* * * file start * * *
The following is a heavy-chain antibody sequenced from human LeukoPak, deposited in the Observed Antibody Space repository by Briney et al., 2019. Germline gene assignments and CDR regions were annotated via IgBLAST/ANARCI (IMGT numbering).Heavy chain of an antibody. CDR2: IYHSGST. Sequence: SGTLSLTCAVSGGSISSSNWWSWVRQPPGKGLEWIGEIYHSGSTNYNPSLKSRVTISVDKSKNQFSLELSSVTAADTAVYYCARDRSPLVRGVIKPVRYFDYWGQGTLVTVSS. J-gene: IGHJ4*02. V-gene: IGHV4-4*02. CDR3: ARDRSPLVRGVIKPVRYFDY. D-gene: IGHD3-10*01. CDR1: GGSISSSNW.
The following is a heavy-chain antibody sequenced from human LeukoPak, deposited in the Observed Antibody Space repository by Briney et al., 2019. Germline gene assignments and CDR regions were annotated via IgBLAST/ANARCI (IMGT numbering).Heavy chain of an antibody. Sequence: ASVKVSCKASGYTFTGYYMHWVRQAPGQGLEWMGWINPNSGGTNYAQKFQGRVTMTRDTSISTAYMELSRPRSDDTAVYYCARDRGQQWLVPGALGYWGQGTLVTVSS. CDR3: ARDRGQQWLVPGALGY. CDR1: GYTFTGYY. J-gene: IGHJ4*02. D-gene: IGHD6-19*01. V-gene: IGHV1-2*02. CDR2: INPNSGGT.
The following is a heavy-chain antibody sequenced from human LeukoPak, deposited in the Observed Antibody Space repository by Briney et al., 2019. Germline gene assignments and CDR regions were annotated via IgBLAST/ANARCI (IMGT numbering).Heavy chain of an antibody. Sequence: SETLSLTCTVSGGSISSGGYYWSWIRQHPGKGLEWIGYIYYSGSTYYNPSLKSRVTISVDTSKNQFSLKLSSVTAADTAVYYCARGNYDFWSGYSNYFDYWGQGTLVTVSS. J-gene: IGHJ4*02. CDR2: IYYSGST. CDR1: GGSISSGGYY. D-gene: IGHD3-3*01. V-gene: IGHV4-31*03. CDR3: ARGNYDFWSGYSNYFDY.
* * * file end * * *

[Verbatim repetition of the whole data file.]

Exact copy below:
The following is a heavy-chain antibody sequenced from human LeukoPak, deposited in the Observed Antibody Space repository by Briney et al., 2019. Germline gene assignments and CDR regions were annotated via IgBLAST/ANARCI (IMGT numbering).Heavy chain of an antibody. CDR2: IYHSGST. Sequence: SGTLSLTCAVSGGSISSSNWWSWVRQPPGKGLEWIGEIYHSGSTNYNPSLKSRVTISVDKSKNQFSLELSSVTAADTAVYYCARDRSPLVRGVIKPVRYFDYWGQGTLVTVSS. J-gene: IGHJ4*02. V-gene: IGHV4-4*02. CDR3: ARDRSPLVRGVIKPVRYFDY. D-gene: IGHD3-10*01. CDR1: GGSISSSNW.
The following is a heavy-chain antibody sequenced from human LeukoPak, deposited in the Observed Antibody Space repository by Briney et al., 2019. Germline gene assignments and CDR regions were annotated via IgBLAST/ANARCI (IMGT numbering).Heavy chain of an antibody. Sequence: ASVKVSCKASGYTFTGYYMHWVRQAPGQGLEWMGWINPNSGGTNYAQKFQGRVTMTRDTSISTAYMELSRPRSDDTAVYYCARDRGQQWLVPGALGYWGQGTLVTVSS. CDR3: ARDRGQQWLVPGALGY. CDR1: GYTFTGYY. J-gene: IGHJ4*02. D-gene: IGHD6-19*01. V-gene: IGHV1-2*02. CDR2: INPNSGGT.
The following is a heavy-chain antibody sequenced from human LeukoPak, deposited in the Observed Antibody Space repository by Briney et al., 2019. Germline gene assignments and CDR regions were annotated via IgBLAST/ANARCI (IMGT numbering).Heavy chain of an antibody. Sequence: SETLSLTCTVSGGSISSGGYYWSWIRQHPGKGLEWIGYIYYSGSTYYNPSLKSRVTISVDTSKNQFSLKLSSVTAADTAVYYCARGNYDFWSGYSNYFDYWGQGTLVTVSS. J-gene: IGHJ4*02. CDR2: IYYSGST. CDR1: GGSISSGGYY. D-gene: IGHD3-3*01. V-gene: IGHV4-31*03. CDR3: ARGNYDFWSGYSNYFDY.